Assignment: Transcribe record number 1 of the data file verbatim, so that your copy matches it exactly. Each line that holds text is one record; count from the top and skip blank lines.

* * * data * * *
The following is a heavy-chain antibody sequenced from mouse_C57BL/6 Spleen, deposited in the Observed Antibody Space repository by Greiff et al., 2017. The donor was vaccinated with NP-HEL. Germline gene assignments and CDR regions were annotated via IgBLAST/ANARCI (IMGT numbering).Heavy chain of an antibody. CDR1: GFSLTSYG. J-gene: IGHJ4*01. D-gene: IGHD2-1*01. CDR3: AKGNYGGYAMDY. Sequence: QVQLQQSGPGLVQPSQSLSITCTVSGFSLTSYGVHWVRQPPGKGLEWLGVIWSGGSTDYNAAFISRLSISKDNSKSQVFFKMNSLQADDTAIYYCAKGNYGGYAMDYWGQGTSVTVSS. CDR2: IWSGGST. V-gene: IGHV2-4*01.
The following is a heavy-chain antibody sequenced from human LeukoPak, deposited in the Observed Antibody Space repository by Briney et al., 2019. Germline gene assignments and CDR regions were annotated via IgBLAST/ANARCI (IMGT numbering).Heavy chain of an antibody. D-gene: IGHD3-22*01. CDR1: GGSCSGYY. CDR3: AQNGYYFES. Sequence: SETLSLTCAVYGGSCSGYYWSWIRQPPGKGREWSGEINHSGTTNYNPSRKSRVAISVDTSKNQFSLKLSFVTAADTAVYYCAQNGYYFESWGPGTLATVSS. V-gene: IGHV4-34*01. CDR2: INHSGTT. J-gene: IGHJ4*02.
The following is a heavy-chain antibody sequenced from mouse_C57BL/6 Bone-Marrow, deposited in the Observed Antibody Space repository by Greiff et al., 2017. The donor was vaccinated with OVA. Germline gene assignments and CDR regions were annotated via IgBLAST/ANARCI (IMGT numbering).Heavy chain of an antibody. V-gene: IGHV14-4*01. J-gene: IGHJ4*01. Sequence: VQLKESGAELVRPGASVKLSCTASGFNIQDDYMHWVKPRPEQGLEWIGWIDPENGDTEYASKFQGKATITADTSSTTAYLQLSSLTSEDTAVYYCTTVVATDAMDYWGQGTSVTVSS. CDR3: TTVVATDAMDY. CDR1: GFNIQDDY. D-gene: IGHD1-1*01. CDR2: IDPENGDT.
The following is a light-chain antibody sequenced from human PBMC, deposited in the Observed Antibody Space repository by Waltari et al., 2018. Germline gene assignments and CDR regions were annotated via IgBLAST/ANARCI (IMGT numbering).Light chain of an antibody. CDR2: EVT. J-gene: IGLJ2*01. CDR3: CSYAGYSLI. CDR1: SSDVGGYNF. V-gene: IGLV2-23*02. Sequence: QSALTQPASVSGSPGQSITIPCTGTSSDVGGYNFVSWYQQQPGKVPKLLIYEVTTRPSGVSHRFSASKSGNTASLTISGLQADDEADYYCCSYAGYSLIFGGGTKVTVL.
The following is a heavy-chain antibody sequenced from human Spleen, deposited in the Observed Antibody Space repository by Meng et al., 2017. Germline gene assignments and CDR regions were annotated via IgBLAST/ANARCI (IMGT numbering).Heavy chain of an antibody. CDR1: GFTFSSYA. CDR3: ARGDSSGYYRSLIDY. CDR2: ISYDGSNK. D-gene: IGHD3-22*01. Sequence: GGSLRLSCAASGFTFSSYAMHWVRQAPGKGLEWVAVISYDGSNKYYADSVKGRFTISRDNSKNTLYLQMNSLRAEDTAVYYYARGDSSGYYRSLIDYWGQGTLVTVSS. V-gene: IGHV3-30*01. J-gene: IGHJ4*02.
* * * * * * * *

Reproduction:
The following is a heavy-chain antibody sequenced from mouse_C57BL/6 Spleen, deposited in the Observed Antibody Space repository by Greiff et al., 2017. The donor was vaccinated with NP-HEL. Germline gene assignments and CDR regions were annotated via IgBLAST/ANARCI (IMGT numbering).Heavy chain of an antibody. CDR1: GFSLTSYG. J-gene: IGHJ4*01. D-gene: IGHD2-1*01. CDR3: AKGNYGGYAMDY. Sequence: QVQLQQSGPGLVQPSQSLSITCTVSGFSLTSYGVHWVRQPPGKGLEWLGVIWSGGSTDYNAAFISRLSISKDNSKSQVFFKMNSLQADDTAIYYCAKGNYGGYAMDYWGQGTSVTVSS. CDR2: IWSGGST. V-gene: IGHV2-4*01.